Bishop: Beauty and the Best

by Diocese of Des Moines | November 12, 2019

Bishop William Joensen

Beyond Thanksgiving, November in the Des Moines diocese affords us several moments to take a step back, ponder, and focus on what really matters in life. The Nov. 2nd Women’s Conference hosted by St. Francis of Assisi Parish, with its theme, “The Soul of the Matter,” with presentations on spiritual purification, Eucharistic faith, and living a soul-sourced life, was one.  And the Nov. 24th 2 p.m. Sunday Mass at St. Ambrose Cathedral, where all liturgical musicians are blessed and commissioned in their distinctive vocations to help lift our hearts and offer God a sacrifice of praise, is another. The recognition of vocal and instrumental performers follows closely on the heels of the Nov. 22nd Feast of St. Cecilia, patroness of musicians (and in my young bishop’s reckoning, still a top five patron saint among our young people being confirmed!).

Not everyone who travels to Rome ventures across the Tiber River to visit the Church of St. Cecilia. Those who do are inevitably enchanted by the confessional crypt of the martyred young wife, who, despite torture and threats of death, is said to have “kept a song alive in her heart” to God. After centuries of being entombed in the catacombs, Cardinal Sfrondrato in 1599 re-opened her grave and found her still incorrupt. The cardinal had enlisted the artist Stefano Moderno to be present at the unearthing of her body, and to give witness in words and in marble to what he experienced: a lithe, modest, and graceful form with extended fingers pointing to the Holy Trinity, and her exposed neck bearing the fault line of her decapitation. Yet violence yields to virtue; beastliness is superseded by beauty; hostility toward her tenacious faith cannot quench holiness. Cecilia the martyress and Moderno the sculptor are artists in their own right of what is most true, good, and worthy of our beholding. They realized their vocations to point beyond themselves to the God who is eminently attractive, fascinating, soul-stilling. Our beautiful God impresses and inspires us all in varied ways, though we rely heavily on artists of all stripes to awaken, enkindle, and expand our awareness of what our souls most desire: the God who alone satisfies the yearnings of our voracious hearts. 

In his 1999 “Letter to Artists,” St. John Paul II acknowledges that not all are called to be artists. Yet artists, when conscious of their gift, are led to see “the whole of creation with eyes able to contemplate and give thanks, and to raise to God a hymn of praise” (nn. 1-2). Artists (including poets, writes, sculptors, architects, musicians, and actors) commune with beauty as a vocation bestowed by God as a sort of divine spark. The Holy Father continues:  “Society needs artists, just as it needs scientists, technicians, workers, professional people. . . teachers, fathers and mothers” (nn. 3-4). Genuine artists evoke the ultimate sentiment acclaimed by St. Francis in his ecstatic experience with Christ: “You are beauty!”  And the early Christian humanist Paulinus of Nola captures the same sentiment: “Our only art is faith and our music Christ” (nn. 6-7). When done well, in the key of Christ, our faith feeds our music, and our music feeds our faith. We might ponder that wisdom the next time we access Spotify.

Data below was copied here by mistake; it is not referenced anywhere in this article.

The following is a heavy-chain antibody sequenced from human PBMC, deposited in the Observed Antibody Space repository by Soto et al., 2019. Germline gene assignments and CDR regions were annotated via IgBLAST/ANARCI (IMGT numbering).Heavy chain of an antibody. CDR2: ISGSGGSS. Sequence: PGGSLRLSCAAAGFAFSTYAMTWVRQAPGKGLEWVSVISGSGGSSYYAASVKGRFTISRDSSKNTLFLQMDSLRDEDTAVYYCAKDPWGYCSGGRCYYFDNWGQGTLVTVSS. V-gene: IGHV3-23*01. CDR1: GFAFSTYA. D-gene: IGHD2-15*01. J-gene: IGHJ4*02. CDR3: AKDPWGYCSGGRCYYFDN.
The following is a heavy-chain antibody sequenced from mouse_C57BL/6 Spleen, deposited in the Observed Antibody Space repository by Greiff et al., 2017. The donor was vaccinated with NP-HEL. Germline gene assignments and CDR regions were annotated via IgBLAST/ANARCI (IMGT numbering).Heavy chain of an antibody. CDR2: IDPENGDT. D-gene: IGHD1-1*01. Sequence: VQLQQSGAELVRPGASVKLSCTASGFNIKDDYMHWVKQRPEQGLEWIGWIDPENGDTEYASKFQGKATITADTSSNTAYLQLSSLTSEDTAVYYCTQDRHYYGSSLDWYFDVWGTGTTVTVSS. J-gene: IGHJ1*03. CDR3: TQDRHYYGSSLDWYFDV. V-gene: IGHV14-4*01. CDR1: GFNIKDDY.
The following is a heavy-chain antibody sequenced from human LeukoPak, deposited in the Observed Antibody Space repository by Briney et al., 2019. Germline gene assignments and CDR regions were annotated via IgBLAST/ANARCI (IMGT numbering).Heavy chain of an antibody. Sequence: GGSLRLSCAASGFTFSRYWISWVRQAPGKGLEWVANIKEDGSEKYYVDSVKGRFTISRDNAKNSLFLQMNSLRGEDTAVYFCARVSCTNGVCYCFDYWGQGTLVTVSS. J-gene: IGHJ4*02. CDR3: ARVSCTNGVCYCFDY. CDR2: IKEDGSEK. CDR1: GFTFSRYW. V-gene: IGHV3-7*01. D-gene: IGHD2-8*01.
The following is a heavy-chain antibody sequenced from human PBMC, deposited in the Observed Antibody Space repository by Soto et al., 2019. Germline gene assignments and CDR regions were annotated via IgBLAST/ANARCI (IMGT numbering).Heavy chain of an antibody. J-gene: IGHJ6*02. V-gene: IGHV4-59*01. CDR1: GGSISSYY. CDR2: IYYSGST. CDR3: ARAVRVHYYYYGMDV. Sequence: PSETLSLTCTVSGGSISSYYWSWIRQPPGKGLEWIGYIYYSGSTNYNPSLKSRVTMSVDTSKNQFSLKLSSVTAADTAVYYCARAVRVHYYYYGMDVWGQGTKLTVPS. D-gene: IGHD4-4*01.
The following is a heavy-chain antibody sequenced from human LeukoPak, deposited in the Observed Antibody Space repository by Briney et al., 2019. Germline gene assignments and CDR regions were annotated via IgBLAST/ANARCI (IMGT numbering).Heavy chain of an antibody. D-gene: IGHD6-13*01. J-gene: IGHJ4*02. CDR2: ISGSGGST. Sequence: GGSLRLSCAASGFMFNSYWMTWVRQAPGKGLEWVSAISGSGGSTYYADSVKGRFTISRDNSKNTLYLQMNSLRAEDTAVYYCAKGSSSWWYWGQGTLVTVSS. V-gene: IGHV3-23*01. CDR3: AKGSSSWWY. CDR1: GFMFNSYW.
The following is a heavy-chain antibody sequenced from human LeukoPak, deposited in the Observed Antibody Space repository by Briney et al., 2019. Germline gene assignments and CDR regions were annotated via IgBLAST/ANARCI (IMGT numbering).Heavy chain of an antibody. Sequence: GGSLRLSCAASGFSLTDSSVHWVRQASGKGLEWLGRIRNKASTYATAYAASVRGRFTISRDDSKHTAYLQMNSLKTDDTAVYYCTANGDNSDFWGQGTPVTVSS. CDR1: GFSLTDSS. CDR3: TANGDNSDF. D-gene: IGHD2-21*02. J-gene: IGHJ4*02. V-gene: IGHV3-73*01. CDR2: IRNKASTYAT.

Thank God for our liturgical musicians in parishes across our diocese! They are not technicians plunking out notes, vocalists giving lip service to the score set before them. They are realizing a sacred vocation given by God, giving expression to an energy kindled in their hearts, and expanding our awareness of just how beautiful and marvelous God is. Each Sunday and beyond, we are given a chance to “let our praise loose” in response to the beauty we have encountered--in the face of which the ugliness of life pales. Whether historians will credit St. Cecilia with actually being a musician in her own right, we know with her that there is a song always lurking in our hearts, an underlying hum we can barely constrain: our God is beautiful--the best life on offer!    

Diocese of Des Moines

The Diocese of Des Moines, created in 1911, serves people over a 12,446 square mile area in the southwestern quadrant of Iowa, including 23 counties.